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Sound emitted from the origin

  1. Jan 19, 2010 #1
    1. The problem statement, all variables and given/known data
    A loudspeaker at the origin emits sound waves on a day when the speed of sound is 340 m/s. A crest of the wave simultaneously passes listeners at the coordinates (38,0) and (0,31).

    What are the lowest two possible frequencies of the sound?

    Honestly, I am most clueless on how to do this.
    2. Relevant equations
    I want to say that if the crest passes over each individual 38 and 31 m at the same, that has something to do with the wavelength[tex]\lambda[/tex].


    3. The attempt at a solution
    I know that v=[tex]\lambda[/tex]f, But I'm unsure how you would use 38 and 31 m to figure out frequencies that would apply for each of them. Any starting point would be appreciated.
     
  2. jcsd
  3. Jan 19, 2010 #2

    kuruman

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    What is the definition of wavelength? It is the distance from ... to ... ?
     
  4. Jan 19, 2010 #3
    The distance between one peak to another. I still don't see how you would use the two different lengths. Are each of the lengths representative of the two different frequencies?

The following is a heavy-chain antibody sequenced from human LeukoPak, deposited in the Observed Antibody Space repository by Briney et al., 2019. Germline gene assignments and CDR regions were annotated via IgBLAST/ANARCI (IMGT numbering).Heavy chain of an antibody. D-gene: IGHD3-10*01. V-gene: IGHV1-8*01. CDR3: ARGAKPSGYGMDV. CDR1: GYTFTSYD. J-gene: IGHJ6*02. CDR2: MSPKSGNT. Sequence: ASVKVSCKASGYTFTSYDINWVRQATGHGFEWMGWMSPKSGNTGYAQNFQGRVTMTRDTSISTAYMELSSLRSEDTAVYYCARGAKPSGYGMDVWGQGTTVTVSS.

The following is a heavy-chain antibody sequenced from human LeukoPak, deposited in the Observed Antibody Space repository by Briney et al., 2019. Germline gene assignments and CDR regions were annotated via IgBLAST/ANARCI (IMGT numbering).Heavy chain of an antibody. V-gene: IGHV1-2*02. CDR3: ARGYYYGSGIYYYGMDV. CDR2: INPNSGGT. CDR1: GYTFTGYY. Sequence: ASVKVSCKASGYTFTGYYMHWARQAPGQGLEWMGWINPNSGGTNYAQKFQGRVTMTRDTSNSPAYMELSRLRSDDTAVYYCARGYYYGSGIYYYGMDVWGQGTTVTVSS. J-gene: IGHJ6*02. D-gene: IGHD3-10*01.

5. Jan 19, 2010 #4

    kuruman

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    The origin emits spherical waves that expand in all directions. An emitted wavefront, say a crest, moves away from the origin at the speed of sound. Do the peaks mentioned in the problem belong to the same wavefront or to different wavefronts? What do you think?
     
  6. Jan 19, 2010 #5
    Well, if they arrive at different points at the same time, they would have to be different wave fronts, because they're different distances. Also, the problem says the crest of the wave passes both listeners simultaneously.
     
  7. Jan 19, 2010 #6

    kuruman

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    So if they belong to different wavefronts, what could the possible wavelengths be?
     
  8. Jan 19, 2010 #7
    That's where I'm scratching my head. It can't be 38 and 31 m, because that's ridiculously low. It would have to be something that divides evenly into both. Or the fact that 7 m is separated between the two is also significant.

    Ah ha! So, since the difference between them is 7 m, that would mean that that would be a possible wavelength along with 14 m. Then you divide 340 by 7 and 14. That gives you 49 and 97. Again, thanks, man. Incredibly simple, but it took talking it out to understand it.
     
  9. Jan 19, 2010 #8
    Think it over one more time. You've found that the distance between two crests (You don't know if they're consecutive or not) is 7 meters.

    And you've said yourself that the distance between two consecutive crests is defined as the wavelength of the wave.

    Using this information, what formulation can you find for the frequency? Note that there's an infinite number of possible frequencies!

    Note that you don't know the phase at the source at that moment in time. You don't know how many wavelengths the source has 'sent out', it could be 3, 4, or 4.669.
     
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